February marked the beginning of creative:together a new LGBT Youth Creative Arts Programme developed by Create in partnership with METRO Charity and international law firm Ashurst. Over the next few months we are running four sets of creative workshops for young LGBT people who attend METRO Charity’s youth groups led by our professional photographer, musician, actor and visual artist.
The project was launched in February with workshops led by our professional photographer Tracey Fahy, who worked with a group of METRO’s youth group members supported by Ashurst volunteers. Exploring diversity, alternative family models and relationships, the young people experimented with portraiture – looking at both themselves and each other – to explore identities within the group through photography. For inspiration we took them first to Islington Museum’s current exhibition ‘Twilight People: Stories of Faith and Gender Beyond the Binary’ and then on an LGBT walk around Soho.
A study undertaken by the LGBT Foundation found that more than half of students have witnessed homophobic bullying in school while Public Health England has reported that LGBT young people are at greater risk of becoming socially isolated because of their sexual identity. Through our new creative:together programme, we are offering young LGBT people the opportunity to develop friendships and strengthen their support network by taking part in collaborative creative workshops. These provide a space in which difference is celebrated, discrimination is countered and positive wellbeing is a collective goal.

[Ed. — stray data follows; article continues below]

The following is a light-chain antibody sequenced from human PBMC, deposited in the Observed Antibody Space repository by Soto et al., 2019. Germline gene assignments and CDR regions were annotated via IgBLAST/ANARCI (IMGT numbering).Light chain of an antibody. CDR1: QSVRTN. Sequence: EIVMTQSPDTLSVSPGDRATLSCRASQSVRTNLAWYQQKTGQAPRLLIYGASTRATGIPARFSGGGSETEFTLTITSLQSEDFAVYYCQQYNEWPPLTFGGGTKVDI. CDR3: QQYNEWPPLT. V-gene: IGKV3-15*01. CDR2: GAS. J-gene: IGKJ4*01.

Daniel (not his real name), who took part in the photography workshops, commented, “The arts can be quite therapeutic. They can also help us express ourselves through identity and can help us find ourselves too. Art, drama, public expression, they all contribute to the whole social attitude towards the LGBT community and it’s just better to keep it in the light rather than in the shadows all the time. Projects like this not only strengthen the pathways of our own education mentally and creatively, but they also allow us to branch out to others and communicate, connecting with new people that you wouldn’t necessarily meet in the immediate community that you live in.”
These are some of the portraits that the young people produced.